Red cook(ing) is a very common method in Chinese cooking in which protein is stewed in a mixture of soy sauce, sugar, and whatever else until it turns dark and incredibly tender. The combinations of ingredients and methods vary, but I cook it the way I've always been taught.
The method is not only delicious but firmly rooted in scientific reasoning.
The butcher had trouble following instructions so I ended up with massive ribs that I had to claw apart with my fingers. I like to make this stew with St. Louis style ribs, because I love munching on the softened cartilage. There's also just enough fat to keep the meat tender and the guilt at bay.
The is the only recipe I can think of where you boil red meat as the first step. This is to get rid of all of the extra blood and crap that's going to give it a strange flavor or grainy texture.
A few minutes of boiling will bring all the blood and gunk to the top. You can then dump the water and rinse off the ribs, so that you get a nice clean soup.
In goes cooking wine, ginger, and just enough water to cover the meat. This is simmered covered on low heat for 30 minutes while....
I watched TMZ. But my bf put together a nice soup to go with the red cooked ribs.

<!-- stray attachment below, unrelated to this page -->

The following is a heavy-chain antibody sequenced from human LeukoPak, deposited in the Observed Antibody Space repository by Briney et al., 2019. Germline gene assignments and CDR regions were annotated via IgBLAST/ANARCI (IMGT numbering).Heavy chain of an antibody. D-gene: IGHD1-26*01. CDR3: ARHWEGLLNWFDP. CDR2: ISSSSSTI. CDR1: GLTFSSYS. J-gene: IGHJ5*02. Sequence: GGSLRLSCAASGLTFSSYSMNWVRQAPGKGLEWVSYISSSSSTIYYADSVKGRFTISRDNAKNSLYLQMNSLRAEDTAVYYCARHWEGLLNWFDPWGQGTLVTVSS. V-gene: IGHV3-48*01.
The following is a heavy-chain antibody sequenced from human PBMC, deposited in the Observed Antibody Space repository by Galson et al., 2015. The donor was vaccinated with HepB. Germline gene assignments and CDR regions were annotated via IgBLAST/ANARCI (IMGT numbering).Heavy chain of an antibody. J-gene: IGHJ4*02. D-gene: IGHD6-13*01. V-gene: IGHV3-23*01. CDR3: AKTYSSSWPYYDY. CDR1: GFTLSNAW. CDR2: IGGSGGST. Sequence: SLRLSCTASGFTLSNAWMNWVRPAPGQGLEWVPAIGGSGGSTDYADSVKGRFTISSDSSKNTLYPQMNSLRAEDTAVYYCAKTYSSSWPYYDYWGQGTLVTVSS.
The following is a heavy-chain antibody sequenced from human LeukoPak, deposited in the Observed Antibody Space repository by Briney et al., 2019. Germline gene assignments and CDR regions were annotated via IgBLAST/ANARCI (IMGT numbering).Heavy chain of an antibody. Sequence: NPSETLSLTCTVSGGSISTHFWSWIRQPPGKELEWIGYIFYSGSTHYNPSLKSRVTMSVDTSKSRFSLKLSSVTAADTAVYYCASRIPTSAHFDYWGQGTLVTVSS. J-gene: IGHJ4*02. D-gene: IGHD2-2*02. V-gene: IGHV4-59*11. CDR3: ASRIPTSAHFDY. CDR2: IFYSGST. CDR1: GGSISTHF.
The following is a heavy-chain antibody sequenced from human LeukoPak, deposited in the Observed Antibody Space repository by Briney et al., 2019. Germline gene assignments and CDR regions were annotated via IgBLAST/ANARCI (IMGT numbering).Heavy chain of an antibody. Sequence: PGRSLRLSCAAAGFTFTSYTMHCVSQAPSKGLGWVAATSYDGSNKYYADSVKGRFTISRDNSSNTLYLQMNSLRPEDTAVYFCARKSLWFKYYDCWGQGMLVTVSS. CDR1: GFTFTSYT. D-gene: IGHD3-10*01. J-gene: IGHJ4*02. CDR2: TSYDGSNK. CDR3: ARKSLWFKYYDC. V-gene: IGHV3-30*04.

30 minutes into the cooking process, the meat is starting to tenderize, and it's time to season. Some people might tell you to put the soy sauce in before this step, but according to my father, sodium ions make the meat tense up prematurely, and the flavor will not permeate. I believe him.
Now for the key ingredients: a few tablespoons of dark soy sauce and a piece of palm sugar. If you have rock sugar, you can add a couple of lumps. I strongly suggest using one of these sugars, because they taste different from your run-of-the-mill sugar. They have a brighter and fruitier sweetness than table sugar/brown sugar/etc. I also threw in 1 star anise to bring out the savory earthiness of the meat. I don't like to add too many extras here, because the meat should be the star.
When the sauce is all mixed with the cooked meat, I added some coarsely chopped carrots. This is then simmered for another 20 minutes or pretty much however long you like as long as the carrots don't turn to mush.
In the mean time, my bf's beef noodle soup is finished and is filling the room with warmth and delicious aromas.
When the red cooked ribs are done, it will look reddish brown (go figure) like this. The sauce doesn't have to be super thick. Super thick soy sauce and sugar stews are actually a different method by a different name.
I scooped out the well-seasoned ribs and carrots. The meat is falling off the bone!
As we savor the sweet and salty stewed meat and the soft cartilage of the ribs, the sauce is being used to make flavored eggs. It's the circle of cooking fluids.